Long-life insurance learner and an avid reader
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The SpaceX Falcon Heavy launches from Pad 39A at the Kennedy Space Center in Florida on Tuesday on a demonstration mission. On its highly anticipated maiden flight, the world's most powerful rocket, SpaceX's Falcon Heavy, carried CEO Elon Musk's Tesla Roadster to an orbit near Mars. Screams and cheers erupted at Cape Canaveral, Florida, as the massive rocket fired its 27 engines and rumbled into the blue sky over the same NASA launchpad that served as a base for the US missions to the Moon four decades ago. (AFP/JIM WATSON)
Billionaire entrepreneur Elon Musk, considered one of the most influential geniuses in the world today, launched the powerful “Heavy Falcon" rocket at the Kennedy Space Center in Cape Canaveral, Florida, on Tuesday. The rocket propelled the Tesla Roadster and a dummy astronaut called Starman to outer space to begin a journey to Mars.
The successful launch brings Musk closer to his aim of making humans an inter-terrestrial species that can live on Mars and explore the deep space.
However, in an interview before the launch, Musk admitted that, given the challenges of developing a new rocket, the odds of success of the first outing might be only 50-50.
This raises the obvious question: What happens when a SpaceX launch fails? Who must bear the losses, SpaceX alone or some other party, too?
Amid all the uncertainties of the universe, even Elon Musk must consider an insurance policy for his space projects.
Have you heard of aerospace insurance? Perhaps it’s not popular, but aerospace insurance is the answer as technology becomes more advanced and dynamic. Fortunately, in its basic function of a risk transfer mechanism, insurance can still provide peace of mind for owners and operators involved in space projects.
The following are must-have features of aerospace insurance:
1. Cover loss of revenue for the owner or operator of a space project
Insurance could provide coverage to the equipment manufacturer for the failure of a piece of equipment to perform to the manufacturer’s specification. If the manufacturer is responsible for the faul during assembly, then insurance will cover the consequential loss suffered by the owner or operator of a space project.
2. Protection of the satellites
Satellites are covered by insurance during launching and when in orbit. Insurance policies for launching would provide coverage against any damage or failure from the moment of launching when the satellite is separated from the booster and the final stage of the launch vehicle reaching orbit.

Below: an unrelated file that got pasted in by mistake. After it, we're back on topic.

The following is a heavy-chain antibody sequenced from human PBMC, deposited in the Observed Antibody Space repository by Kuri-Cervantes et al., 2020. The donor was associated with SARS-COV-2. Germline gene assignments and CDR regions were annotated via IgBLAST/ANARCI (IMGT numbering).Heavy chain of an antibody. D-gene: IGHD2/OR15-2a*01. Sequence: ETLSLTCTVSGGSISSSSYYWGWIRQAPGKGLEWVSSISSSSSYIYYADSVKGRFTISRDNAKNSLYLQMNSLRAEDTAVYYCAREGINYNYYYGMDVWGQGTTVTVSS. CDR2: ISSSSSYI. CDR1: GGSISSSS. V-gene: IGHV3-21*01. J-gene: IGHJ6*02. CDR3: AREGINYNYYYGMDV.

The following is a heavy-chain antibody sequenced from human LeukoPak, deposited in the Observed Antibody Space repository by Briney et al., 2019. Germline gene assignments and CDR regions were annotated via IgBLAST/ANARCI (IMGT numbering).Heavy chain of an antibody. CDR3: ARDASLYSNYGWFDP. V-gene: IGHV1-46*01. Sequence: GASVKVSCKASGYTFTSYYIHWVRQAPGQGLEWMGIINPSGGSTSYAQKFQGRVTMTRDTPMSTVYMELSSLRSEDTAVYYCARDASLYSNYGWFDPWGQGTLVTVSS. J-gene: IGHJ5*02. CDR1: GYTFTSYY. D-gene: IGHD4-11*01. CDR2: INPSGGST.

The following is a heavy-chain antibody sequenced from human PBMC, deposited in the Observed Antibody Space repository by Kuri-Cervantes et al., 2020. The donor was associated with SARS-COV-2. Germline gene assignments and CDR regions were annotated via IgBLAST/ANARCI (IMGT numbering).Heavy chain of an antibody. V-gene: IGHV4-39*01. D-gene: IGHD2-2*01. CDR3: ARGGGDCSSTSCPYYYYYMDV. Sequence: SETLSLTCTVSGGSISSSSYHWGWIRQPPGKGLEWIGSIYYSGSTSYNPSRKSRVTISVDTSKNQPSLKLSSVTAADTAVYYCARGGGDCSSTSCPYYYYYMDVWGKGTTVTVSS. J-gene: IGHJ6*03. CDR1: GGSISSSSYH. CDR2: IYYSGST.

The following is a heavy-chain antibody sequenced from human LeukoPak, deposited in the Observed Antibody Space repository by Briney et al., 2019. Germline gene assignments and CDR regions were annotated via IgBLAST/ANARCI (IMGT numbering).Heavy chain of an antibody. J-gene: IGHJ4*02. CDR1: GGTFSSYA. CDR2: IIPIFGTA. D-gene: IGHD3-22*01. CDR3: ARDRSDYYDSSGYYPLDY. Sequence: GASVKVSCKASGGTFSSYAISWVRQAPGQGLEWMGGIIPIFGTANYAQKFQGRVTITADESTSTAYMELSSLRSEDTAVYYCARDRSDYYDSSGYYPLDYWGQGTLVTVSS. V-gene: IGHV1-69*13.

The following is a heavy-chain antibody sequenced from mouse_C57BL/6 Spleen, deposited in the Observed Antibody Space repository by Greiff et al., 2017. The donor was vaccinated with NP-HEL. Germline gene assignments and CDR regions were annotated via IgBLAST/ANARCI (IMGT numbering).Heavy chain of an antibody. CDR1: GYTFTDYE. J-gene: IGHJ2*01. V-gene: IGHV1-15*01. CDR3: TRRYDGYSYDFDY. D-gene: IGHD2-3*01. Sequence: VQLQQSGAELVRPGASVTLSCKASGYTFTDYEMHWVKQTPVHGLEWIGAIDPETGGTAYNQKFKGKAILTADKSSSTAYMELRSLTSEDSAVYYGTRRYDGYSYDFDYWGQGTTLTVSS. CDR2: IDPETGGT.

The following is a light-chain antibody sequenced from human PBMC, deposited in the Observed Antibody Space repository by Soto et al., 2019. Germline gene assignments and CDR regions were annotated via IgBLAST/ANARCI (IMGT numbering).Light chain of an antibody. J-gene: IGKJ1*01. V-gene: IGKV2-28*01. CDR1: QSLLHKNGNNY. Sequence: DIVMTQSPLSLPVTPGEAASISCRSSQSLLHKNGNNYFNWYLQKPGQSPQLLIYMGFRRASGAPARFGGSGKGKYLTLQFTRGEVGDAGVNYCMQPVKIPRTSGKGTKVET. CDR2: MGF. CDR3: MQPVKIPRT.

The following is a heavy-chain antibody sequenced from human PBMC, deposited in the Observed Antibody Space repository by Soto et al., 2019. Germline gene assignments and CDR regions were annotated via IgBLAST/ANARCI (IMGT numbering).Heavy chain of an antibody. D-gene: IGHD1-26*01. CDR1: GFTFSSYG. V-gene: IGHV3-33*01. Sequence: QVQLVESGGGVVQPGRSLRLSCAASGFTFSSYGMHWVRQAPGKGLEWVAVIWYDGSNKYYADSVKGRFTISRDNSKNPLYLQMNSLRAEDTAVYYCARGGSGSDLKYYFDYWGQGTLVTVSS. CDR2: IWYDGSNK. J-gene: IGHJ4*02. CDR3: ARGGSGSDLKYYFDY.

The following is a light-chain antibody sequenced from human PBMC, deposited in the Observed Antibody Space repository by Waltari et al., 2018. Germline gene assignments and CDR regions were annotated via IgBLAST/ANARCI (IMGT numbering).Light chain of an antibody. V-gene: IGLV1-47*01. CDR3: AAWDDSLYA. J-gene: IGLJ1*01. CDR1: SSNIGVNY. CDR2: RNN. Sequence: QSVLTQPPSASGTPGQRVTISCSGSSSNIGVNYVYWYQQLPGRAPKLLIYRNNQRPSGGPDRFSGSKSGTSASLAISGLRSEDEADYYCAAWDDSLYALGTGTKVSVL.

Meanwhile, insurance policies in orbit provide coverage for every scenario that can happen in orbit, such as drifting out of orbit, an anomaly in orbit, or collision with space debris.
3. Coverage of legal liability from uncertain third-party claims
Legal liability is the important thing here. Insurance will cover the damage that might be caused by launch failures. With such a space insurance, SpaceX would transfer the obligation to pay for any losses to a third party, as obliged in two international space treaties.
Article 7 of the Treaty on Principles of Governing the Activities of States in the Exploration and Use of Outer Space in 1967 states that “each stated party (or third party) from whose territory or facility an object is launched, is internationally liable for damage to another stated party to the treaty.” The Convention on International Liability for Damage Caused by Space Object in 1972 also mentions that “the launching state is liable for any damaged caused to third party property or person from space object, whether the third party property is in space, on the earth’s surface or is a passenger aboard an aircraft in flight.”
4. Help clear space debris falling onto Earth
There are so many cases of space debris falling onto the Earth. Cleaning it up, from land or from the ocean, can be a nuisance. Thus the process of removing it is also part of the insurance coverage. Insurance also pays any financial losses claimed by a third party if satellite junk causes injury or damage to people’s lives or property. (dev/kes)
A lifelong insurance learner, Rizky Triputra has earned a bachelor degree in the Trisakti Insurance Management Institute (STMA Trisakti) 2017 and a Young Expert in General Insurance award from AAMAI, 2016. He works at Tugu Pratama Indonesia, handling marine, aviation and satellite insurance policy. He is also a member of the Indonesian Insurance Writer Community at www.kupasi.org. In his spare time, he loves reading and traveling.
Disclaimer: The opinions expressed in this article are those of the author and do not reflect the official stance of The Jakarta Post.